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Santa Clara University Blocks YAF Chapter's Recognition, Cites 'Emotional Harm'

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Santa Clara University recently piled on to the multitude of discrimination cases against conservatives on college campuses nationwide. The university’s student assembly voted to block the official recognition of the school’s Young Americans for Freedom chapter for the second time, despite the group’s leadership clearly meeting the institution’s requirements. The arguments put forth by student senators were entirely emotional and argued, without any tangible evidence, that YAF has historically caused emotional and mental harm to the LGBTQ community. One student even argued that YAF’s positive view of legal immigration, a foundational aspect of the United States, is hurtful because celebrating legal immigration is not inclusive to illegal immigrants. 


The requirements for university recognition of a student organization at SCU are standard and simple: no overlap with other organizations, a minimum 15-student membership threshold and adherence to university and student government policies. The YAF chapter had obeyed these requirements and rules but was still vetoed by the student senate twice; these votes are nothing short of an overreach based on ideological discrimination. Quinn Eibert, the leader of the SCU YAF chapter, said that this vote’s purpose was to squash Conservative views on campus, per a release from YAF:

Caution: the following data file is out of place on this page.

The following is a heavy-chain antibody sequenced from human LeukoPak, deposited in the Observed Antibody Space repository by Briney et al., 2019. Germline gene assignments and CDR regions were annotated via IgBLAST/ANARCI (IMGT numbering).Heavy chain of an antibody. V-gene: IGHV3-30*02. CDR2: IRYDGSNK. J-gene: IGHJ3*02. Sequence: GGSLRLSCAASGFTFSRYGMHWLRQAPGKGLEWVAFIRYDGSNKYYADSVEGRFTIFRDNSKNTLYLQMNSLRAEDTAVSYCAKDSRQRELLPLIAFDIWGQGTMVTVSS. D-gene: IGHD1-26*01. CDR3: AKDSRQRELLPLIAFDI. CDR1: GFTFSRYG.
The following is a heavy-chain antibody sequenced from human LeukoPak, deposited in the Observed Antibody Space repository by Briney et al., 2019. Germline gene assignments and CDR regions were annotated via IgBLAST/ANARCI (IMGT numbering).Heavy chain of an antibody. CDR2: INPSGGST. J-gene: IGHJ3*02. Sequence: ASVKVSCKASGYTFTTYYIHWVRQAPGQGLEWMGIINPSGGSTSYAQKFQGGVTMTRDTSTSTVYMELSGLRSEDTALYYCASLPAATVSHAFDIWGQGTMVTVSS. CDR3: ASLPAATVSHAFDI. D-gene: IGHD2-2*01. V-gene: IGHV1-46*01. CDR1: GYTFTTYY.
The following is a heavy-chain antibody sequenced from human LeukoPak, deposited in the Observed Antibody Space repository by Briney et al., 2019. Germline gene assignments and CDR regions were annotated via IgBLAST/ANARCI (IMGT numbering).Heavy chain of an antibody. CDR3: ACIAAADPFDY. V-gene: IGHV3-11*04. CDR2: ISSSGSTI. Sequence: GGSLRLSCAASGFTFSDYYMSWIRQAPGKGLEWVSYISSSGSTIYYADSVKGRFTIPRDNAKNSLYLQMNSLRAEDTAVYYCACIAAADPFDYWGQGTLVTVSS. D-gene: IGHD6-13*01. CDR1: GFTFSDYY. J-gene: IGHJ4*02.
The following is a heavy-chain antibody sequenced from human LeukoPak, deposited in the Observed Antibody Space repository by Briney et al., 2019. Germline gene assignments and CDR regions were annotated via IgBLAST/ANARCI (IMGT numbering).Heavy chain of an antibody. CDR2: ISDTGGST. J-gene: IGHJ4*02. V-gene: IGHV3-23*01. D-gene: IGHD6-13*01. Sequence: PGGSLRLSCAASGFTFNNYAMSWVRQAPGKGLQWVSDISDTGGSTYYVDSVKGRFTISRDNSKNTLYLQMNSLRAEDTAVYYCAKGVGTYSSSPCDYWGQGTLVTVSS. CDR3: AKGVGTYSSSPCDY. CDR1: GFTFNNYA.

“I was never a physical or emotional threat to any of these Senators until I deigned to disagree with them—It speaks to their character that they’re willing to act so dishonestly to suppress the views of people who don’t fall in line with their radical intersectional-Marxist agenda,” he said.

A fundamental purpose of higher education is the opportunity to be exposed to views that students otherwise may not have been exposed to; disagreement does not mean demonization, and unique values, whether they be liberal or conservative, should never be squashed on campus. 


This is far from YAF's first fight in court.

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